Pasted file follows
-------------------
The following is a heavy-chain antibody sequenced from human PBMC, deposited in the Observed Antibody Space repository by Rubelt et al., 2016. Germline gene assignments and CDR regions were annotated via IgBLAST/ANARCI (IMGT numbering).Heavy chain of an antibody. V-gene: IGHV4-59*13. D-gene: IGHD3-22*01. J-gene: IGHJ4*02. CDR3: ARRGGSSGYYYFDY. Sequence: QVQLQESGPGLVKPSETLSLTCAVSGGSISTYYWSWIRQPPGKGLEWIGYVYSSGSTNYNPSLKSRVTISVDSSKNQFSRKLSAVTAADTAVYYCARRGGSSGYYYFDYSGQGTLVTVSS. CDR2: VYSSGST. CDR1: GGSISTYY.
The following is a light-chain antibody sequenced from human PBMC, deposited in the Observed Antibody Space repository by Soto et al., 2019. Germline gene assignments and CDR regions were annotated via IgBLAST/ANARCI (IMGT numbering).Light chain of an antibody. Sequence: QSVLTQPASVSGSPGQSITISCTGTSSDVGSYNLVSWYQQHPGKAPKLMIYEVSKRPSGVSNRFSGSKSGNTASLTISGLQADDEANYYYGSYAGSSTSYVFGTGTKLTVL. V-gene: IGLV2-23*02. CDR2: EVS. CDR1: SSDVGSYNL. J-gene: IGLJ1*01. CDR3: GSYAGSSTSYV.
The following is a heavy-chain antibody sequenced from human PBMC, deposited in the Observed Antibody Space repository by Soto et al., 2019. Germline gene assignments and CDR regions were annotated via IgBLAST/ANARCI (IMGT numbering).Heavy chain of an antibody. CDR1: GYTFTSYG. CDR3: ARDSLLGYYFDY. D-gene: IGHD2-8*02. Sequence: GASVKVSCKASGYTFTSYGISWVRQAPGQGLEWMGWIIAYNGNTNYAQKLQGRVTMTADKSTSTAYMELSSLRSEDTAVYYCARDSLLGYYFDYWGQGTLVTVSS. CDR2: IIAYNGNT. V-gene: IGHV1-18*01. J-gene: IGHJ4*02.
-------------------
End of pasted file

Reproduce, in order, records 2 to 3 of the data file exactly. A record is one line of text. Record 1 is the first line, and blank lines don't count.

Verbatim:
The following is a light-chain antibody sequenced from human PBMC, deposited in the Observed Antibody Space repository by Soto et al., 2019. Germline gene assignments and CDR regions were annotated via IgBLAST/ANARCI (IMGT numbering).Light chain of an antibody. Sequence: QSVLTQPASVSGSPGQSITISCTGTSSDVGSYNLVSWYQQHPGKAPKLMIYEVSKRPSGVSNRFSGSKSGNTASLTISGLQADDEANYYYGSYAGSSTSYVFGTGTKLTVL. V-gene: IGLV2-23*02. CDR2: EVS. CDR1: SSDVGSYNL. J-gene: IGLJ1*01. CDR3: GSYAGSSTSYV.
The following is a heavy-chain antibody sequenced from human PBMC, deposited in the Observed Antibody Space repository by Soto et al., 2019. Germline gene assignments and CDR regions were annotated via IgBLAST/ANARCI (IMGT numbering).Heavy chain of an antibody. CDR1: GYTFTSYG. CDR3: ARDSLLGYYFDY. D-gene: IGHD2-8*02. Sequence: GASVKVSCKASGYTFTSYGISWVRQAPGQGLEWMGWIIAYNGNTNYAQKLQGRVTMTADKSTSTAYMELSSLRSEDTAVYYCARDSLLGYYFDYWGQGTLVTVSS. CDR2: IIAYNGNT. V-gene: IGHV1-18*01. J-gene: IGHJ4*02.